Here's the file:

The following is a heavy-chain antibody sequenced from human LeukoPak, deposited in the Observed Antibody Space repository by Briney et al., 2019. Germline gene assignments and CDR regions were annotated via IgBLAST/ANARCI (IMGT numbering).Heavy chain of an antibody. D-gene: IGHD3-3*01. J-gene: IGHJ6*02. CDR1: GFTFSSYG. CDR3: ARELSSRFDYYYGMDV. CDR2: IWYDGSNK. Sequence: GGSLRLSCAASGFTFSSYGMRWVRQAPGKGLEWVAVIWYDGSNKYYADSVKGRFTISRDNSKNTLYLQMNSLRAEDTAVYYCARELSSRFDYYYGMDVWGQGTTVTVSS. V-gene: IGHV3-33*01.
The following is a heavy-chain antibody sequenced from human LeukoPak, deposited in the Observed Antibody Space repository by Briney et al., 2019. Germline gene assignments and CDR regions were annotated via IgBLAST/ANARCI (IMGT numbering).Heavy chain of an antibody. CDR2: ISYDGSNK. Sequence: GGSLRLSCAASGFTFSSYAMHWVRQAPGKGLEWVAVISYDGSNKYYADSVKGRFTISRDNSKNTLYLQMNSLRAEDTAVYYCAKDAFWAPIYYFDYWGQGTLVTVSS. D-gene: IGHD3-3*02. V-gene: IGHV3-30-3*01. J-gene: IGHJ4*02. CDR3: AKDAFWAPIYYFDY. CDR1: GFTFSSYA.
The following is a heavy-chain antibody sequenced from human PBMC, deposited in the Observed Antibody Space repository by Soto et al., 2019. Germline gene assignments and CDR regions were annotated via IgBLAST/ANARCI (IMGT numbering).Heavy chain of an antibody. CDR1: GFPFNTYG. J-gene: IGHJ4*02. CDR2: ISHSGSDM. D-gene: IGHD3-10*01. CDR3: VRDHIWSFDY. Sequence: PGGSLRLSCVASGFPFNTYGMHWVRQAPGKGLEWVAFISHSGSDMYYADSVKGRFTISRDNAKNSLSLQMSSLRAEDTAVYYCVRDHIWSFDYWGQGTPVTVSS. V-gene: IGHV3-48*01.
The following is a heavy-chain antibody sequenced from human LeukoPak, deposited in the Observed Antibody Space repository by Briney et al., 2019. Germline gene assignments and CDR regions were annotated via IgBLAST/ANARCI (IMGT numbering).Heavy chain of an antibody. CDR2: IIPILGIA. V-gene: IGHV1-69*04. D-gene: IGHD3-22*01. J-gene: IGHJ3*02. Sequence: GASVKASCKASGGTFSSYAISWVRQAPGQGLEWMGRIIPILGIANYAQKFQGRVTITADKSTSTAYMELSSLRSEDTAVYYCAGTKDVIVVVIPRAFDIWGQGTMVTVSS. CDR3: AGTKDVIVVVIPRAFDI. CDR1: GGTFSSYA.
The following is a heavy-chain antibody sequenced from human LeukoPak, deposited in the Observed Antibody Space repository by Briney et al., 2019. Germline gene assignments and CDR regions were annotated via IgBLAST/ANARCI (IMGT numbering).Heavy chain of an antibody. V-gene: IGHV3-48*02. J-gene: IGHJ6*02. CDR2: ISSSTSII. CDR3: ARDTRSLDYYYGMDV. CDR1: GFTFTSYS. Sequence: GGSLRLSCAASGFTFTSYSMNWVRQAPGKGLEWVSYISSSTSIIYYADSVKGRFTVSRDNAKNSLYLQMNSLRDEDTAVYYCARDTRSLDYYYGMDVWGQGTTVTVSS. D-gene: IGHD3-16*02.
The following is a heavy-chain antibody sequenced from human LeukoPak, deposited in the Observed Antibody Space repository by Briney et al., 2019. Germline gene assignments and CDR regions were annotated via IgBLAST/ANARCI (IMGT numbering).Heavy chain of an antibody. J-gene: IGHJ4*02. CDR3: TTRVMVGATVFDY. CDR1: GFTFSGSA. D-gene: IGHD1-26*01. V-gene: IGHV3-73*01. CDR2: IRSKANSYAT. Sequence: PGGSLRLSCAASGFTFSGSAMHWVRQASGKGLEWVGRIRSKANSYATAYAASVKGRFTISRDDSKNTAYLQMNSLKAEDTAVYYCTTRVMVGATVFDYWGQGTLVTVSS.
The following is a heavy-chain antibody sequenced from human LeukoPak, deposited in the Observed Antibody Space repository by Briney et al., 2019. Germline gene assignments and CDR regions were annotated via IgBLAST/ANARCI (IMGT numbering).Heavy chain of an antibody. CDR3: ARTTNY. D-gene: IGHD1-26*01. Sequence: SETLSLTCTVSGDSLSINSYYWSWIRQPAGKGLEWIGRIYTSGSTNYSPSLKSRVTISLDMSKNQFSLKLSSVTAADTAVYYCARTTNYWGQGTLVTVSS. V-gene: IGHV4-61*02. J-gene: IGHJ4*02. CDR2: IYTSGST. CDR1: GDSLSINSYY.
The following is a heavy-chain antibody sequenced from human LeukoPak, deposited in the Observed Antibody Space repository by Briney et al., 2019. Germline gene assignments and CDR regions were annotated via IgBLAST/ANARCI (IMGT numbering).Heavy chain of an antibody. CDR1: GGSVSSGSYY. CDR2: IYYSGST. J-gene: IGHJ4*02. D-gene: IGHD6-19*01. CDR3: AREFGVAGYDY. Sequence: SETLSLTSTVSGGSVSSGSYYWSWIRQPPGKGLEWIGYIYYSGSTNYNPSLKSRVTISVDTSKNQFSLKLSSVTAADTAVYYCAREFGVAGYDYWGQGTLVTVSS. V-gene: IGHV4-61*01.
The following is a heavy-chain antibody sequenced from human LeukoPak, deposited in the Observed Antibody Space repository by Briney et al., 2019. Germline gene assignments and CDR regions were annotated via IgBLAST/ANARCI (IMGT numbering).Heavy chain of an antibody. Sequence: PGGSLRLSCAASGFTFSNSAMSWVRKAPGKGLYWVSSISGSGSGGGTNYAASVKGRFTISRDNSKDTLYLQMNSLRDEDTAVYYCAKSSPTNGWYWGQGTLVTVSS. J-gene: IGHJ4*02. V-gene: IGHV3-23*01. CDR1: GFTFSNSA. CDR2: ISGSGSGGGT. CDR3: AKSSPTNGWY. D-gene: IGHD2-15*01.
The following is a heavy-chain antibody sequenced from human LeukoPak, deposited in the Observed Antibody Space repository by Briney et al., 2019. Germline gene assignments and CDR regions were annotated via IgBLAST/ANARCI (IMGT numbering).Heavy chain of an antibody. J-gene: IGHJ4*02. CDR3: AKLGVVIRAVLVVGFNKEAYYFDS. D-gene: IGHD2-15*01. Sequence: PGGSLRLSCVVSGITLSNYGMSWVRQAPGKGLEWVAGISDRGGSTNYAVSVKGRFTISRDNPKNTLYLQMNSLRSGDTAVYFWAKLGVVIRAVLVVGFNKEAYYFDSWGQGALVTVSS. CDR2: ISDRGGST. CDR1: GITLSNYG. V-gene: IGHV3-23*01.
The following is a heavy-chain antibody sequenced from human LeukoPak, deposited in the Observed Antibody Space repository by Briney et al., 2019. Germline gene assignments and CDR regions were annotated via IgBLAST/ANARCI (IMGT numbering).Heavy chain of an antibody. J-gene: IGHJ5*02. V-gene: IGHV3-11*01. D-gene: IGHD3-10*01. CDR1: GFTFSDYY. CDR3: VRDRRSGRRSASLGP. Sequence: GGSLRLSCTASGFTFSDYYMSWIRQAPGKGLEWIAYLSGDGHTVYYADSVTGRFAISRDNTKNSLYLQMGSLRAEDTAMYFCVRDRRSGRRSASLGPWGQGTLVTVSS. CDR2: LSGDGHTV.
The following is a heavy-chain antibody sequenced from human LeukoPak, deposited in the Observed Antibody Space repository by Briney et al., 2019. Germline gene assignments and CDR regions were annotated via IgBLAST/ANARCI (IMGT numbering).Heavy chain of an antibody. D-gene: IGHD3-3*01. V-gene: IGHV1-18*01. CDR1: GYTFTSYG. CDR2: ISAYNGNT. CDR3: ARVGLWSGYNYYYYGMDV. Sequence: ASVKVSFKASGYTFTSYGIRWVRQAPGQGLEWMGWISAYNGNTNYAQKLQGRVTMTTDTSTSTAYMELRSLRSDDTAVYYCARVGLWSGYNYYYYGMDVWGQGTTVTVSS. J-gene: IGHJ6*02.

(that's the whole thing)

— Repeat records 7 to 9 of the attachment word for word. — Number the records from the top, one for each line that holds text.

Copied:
The following is a heavy-chain antibody sequenced from human LeukoPak, deposited in the Observed Antibody Space repository by Briney et al., 2019. Germline gene assignments and CDR regions were annotated via IgBLAST/ANARCI (IMGT numbering).Heavy chain of an antibody. CDR3: ARTTNY. D-gene: IGHD1-26*01. Sequence: SETLSLTCTVSGDSLSINSYYWSWIRQPAGKGLEWIGRIYTSGSTNYSPSLKSRVTISLDMSKNQFSLKLSSVTAADTAVYYCARTTNYWGQGTLVTVSS. V-gene: IGHV4-61*02. J-gene: IGHJ4*02. CDR2: IYTSGST. CDR1: GDSLSINSYY.
The following is a heavy-chain antibody sequenced from human LeukoPak, deposited in the Observed Antibody Space repository by Briney et al., 2019. Germline gene assignments and CDR regions were annotated via IgBLAST/ANARCI (IMGT numbering).Heavy chain of an antibody. CDR1: GGSVSSGSYY. CDR2: IYYSGST. J-gene: IGHJ4*02. D-gene: IGHD6-19*01. CDR3: AREFGVAGYDY. Sequence: SETLSLTSTVSGGSVSSGSYYWSWIRQPPGKGLEWIGYIYYSGSTNYNPSLKSRVTISVDTSKNQFSLKLSSVTAADTAVYYCAREFGVAGYDYWGQGTLVTVSS. V-gene: IGHV4-61*01.
The following is a heavy-chain antibody sequenced from human LeukoPak, deposited in the Observed Antibody Space repository by Briney et al., 2019. Germline gene assignments and CDR regions were annotated via IgBLAST/ANARCI (IMGT numbering).Heavy chain of an antibody. Sequence: PGGSLRLSCAASGFTFSNSAMSWVRKAPGKGLYWVSSISGSGSGGGTNYAASVKGRFTISRDNSKDTLYLQMNSLRDEDTAVYYCAKSSPTNGWYWGQGTLVTVSS. J-gene: IGHJ4*02. V-gene: IGHV3-23*01. CDR1: GFTFSNSA. CDR2: ISGSGSGGGT. CDR3: AKSSPTNGWY. D-gene: IGHD2-15*01.